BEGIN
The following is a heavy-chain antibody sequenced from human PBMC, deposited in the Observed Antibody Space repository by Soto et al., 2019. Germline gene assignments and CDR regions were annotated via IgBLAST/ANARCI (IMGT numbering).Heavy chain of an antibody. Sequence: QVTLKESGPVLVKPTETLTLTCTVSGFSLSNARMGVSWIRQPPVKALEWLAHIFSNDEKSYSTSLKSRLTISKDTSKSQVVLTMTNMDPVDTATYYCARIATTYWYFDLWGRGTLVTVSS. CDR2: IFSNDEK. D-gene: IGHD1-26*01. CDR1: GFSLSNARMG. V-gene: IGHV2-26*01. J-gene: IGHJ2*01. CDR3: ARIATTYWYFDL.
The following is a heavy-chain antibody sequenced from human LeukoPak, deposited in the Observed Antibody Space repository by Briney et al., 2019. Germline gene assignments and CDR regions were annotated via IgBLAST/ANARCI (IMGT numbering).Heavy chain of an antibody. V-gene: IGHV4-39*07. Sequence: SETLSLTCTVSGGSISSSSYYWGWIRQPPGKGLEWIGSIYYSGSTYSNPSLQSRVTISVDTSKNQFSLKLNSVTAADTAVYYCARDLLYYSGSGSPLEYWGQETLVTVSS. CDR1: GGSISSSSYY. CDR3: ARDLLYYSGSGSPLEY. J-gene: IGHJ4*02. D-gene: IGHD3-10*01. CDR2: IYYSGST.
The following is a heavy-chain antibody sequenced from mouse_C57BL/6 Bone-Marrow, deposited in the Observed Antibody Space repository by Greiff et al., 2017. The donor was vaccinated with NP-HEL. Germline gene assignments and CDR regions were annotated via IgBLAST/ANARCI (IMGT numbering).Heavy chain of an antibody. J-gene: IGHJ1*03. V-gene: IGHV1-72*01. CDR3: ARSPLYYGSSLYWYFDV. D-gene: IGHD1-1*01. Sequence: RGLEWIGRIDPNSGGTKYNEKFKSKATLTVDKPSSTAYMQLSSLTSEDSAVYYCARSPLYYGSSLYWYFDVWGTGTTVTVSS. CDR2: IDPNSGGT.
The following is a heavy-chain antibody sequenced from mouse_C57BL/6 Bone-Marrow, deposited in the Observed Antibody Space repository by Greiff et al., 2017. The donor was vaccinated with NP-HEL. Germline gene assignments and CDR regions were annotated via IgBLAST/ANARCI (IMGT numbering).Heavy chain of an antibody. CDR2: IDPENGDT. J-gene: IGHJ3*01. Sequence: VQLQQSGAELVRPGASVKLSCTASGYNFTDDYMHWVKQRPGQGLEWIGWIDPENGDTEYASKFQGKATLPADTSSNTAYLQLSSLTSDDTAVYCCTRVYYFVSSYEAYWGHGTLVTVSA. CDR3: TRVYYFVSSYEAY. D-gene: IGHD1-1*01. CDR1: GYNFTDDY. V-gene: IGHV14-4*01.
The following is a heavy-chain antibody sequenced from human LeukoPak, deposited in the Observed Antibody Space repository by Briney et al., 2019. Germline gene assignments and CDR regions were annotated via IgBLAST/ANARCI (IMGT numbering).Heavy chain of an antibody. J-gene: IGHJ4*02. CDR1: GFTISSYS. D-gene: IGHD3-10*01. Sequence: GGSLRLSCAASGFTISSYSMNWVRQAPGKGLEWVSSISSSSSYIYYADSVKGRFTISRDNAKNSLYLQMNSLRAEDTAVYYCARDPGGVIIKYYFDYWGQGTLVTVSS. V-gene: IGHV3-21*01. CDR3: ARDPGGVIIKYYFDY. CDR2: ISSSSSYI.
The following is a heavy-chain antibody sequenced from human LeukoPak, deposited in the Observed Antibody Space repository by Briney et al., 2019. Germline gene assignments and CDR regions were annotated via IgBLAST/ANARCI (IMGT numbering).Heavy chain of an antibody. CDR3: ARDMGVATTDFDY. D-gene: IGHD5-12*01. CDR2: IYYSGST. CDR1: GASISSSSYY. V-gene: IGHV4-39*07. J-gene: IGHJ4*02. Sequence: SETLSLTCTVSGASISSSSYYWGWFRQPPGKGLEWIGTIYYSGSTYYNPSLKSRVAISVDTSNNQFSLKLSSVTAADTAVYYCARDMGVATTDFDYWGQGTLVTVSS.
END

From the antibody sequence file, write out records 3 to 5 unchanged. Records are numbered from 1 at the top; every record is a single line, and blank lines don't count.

The following is a heavy-chain antibody sequenced from mouse_C57BL/6 Bone-Marrow, deposited in the Observed Antibody Space repository by Greiff et al., 2017. The donor was vaccinated with NP-HEL. Germline gene assignments and CDR regions were annotated via IgBLAST/ANARCI (IMGT numbering).Heavy chain of an antibody. J-gene: IGHJ1*03. V-gene: IGHV1-72*01. CDR3: ARSPLYYGSSLYWYFDV. D-gene: IGHD1-1*01. Sequence: RGLEWIGRIDPNSGGTKYNEKFKSKATLTVDKPSSTAYMQLSSLTSEDSAVYYCARSPLYYGSSLYWYFDVWGTGTTVTVSS. CDR2: IDPNSGGT.
The following is a heavy-chain antibody sequenced from mouse_C57BL/6 Bone-Marrow, deposited in the Observed Antibody Space repository by Greiff et al., 2017. The donor was vaccinated with NP-HEL. Germline gene assignments and CDR regions were annotated via IgBLAST/ANARCI (IMGT numbering).Heavy chain of an antibody. CDR2: IDPENGDT. J-gene: IGHJ3*01. Sequence: VQLQQSGAELVRPGASVKLSCTASGYNFTDDYMHWVKQRPGQGLEWIGWIDPENGDTEYASKFQGKATLPADTSSNTAYLQLSSLTSDDTAVYCCTRVYYFVSSYEAYWGHGTLVTVSA. CDR3: TRVYYFVSSYEAY. D-gene: IGHD1-1*01. CDR1: GYNFTDDY. V-gene: IGHV14-4*01.
The following is a heavy-chain antibody sequenced from human LeukoPak, deposited in the Observed Antibody Space repository by Briney et al., 2019. Germline gene assignments and CDR regions were annotated via IgBLAST/ANARCI (IMGT numbering).Heavy chain of an antibody. J-gene: IGHJ4*02. CDR1: GFTISSYS. D-gene: IGHD3-10*01. Sequence: GGSLRLSCAASGFTISSYSMNWVRQAPGKGLEWVSSISSSSSYIYYADSVKGRFTISRDNAKNSLYLQMNSLRAEDTAVYYCARDPGGVIIKYYFDYWGQGTLVTVSS. V-gene: IGHV3-21*01. CDR3: ARDPGGVIIKYYFDY. CDR2: ISSSSSYI.